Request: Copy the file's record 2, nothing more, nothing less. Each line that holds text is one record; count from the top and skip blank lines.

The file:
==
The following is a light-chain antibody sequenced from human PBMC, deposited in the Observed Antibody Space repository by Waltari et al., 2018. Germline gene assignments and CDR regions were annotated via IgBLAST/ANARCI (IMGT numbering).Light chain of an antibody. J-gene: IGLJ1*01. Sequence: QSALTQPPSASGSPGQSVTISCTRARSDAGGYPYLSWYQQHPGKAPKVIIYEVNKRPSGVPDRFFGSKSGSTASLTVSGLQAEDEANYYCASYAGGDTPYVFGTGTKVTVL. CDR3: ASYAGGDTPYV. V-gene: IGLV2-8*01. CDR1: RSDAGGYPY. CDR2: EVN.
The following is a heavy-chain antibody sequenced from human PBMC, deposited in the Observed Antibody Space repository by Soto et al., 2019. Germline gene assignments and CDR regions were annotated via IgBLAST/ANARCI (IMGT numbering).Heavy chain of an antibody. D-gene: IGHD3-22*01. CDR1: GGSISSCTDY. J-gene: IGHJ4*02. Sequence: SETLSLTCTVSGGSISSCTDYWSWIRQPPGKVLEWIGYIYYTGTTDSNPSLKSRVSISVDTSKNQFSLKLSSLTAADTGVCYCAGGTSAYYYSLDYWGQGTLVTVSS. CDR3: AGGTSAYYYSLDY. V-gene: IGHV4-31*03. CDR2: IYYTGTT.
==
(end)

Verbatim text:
The following is a heavy-chain antibody sequenced from human PBMC, deposited in the Observed Antibody Space repository by Soto et al., 2019. Germline gene assignments and CDR regions were annotated via IgBLAST/ANARCI (IMGT numbering).Heavy chain of an antibody. D-gene: IGHD3-22*01. CDR1: GGSISSCTDY. J-gene: IGHJ4*02. Sequence: SETLSLTCTVSGGSISSCTDYWSWIRQPPGKVLEWIGYIYYTGTTDSNPSLKSRVSISVDTSKNQFSLKLSSLTAADTGVCYCAGGTSAYYYSLDYWGQGTLVTVSS. CDR3: AGGTSAYYYSLDY. V-gene: IGHV4-31*03. CDR2: IYYTGTT.